We’ve all been hearing that the Affordable Care Act will come online in 2014, so I thought I’d take a moment and read the bill text to see where ‘2014’ shows up. Turns out it shows up in a lot of places, actually: 164 different pages in the 906-page bill, by my count. But this, on a quick scan, seems like where 2014 rubber hits the 2014 road:
PART IICONSUMER CHOICES AND INSURANCE COMPETITION THROUGH HEALTH BENEFIT EXCHANGES
SEC. 1311. AFFORDABLE CHOICES OF HEALTH BENEFIT PLANS.
(b) AMERICAN HEALTH BENEFIT EXCHANGES.
(1) IN GENERAL.Each State shall, not later than January 1, 2014, establish an American Health Benefit Exchange (referred to in this title as an “Exchange”) for the State that
(A) facilitates the purchase of qualified health plans;
(B) provides for the establishment of a Small Business Health Options Program (in this title referred to as a “SHOP Exchange”) that is designed to assist qualified employers in the State who are small employers in facilitating the enrollment of their employees in qualified health plans offered in the small group market in the State […]
Then there’s the dreaded “mandate” — section 1501, starting on p. 124. It amends Chapter 48 of the Internal Revenue Code, in part, as follows:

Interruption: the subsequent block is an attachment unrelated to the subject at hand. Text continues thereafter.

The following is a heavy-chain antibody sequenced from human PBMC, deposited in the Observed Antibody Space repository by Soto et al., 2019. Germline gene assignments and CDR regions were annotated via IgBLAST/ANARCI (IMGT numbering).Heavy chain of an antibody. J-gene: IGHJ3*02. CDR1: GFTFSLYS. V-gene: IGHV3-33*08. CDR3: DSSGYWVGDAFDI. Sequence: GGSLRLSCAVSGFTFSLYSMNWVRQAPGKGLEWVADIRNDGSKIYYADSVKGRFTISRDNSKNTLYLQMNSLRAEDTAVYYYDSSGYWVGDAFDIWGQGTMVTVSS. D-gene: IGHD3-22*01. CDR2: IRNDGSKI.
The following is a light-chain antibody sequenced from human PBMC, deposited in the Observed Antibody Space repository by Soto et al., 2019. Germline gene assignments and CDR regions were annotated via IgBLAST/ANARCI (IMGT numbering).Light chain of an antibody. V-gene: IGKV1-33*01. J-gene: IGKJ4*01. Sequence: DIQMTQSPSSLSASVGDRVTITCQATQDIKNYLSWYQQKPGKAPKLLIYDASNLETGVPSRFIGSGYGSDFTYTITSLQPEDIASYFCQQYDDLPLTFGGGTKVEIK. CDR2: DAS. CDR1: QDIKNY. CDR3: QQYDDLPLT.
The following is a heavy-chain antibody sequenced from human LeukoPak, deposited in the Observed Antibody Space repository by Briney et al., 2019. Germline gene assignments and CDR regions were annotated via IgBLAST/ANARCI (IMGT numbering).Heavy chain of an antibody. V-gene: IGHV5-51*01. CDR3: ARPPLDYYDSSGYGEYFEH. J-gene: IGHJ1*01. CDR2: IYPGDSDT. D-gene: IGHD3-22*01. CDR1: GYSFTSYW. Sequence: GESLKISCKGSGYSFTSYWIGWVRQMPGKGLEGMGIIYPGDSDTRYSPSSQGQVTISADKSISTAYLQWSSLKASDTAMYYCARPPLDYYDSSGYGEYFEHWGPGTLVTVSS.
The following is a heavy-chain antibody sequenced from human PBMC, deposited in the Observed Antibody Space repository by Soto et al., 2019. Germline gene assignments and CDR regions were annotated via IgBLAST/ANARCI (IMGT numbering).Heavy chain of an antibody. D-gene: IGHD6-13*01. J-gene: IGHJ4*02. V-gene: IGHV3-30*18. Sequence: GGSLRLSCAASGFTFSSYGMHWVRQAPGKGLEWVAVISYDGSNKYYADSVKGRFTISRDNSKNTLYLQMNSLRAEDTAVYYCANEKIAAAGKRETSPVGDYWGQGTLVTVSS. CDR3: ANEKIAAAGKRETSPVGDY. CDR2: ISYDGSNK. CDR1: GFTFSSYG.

(b) SHARED RESPONSIBILITY PAYMENT.
(1) IN GENERAL.If an applicable individual fails to meet the requirement of subsection (a) for 1 or more months during any calendar year beginning after 2013, then, except as provided in subsection (d), there is hereby imposed a penalty with respect to the individual in the amount determined under subsection (c).
I read that to say that you need to have coverage (“minimum essential coverage,” as it happens — a term defined starting about halfway down on page 130 and extending for about a page) for every month of every year after 2013 — which would be 2014 and after, if I have my math right.
So that’s where 2014 comes from. When January 1, 2014 rolls around, Obamacare will be here to stay. By the time the midterm elections happen in November of that year, Obamacare will have spent 10 months rectifying one of our great national tragedies: that there are about 48 million uninsured Americans.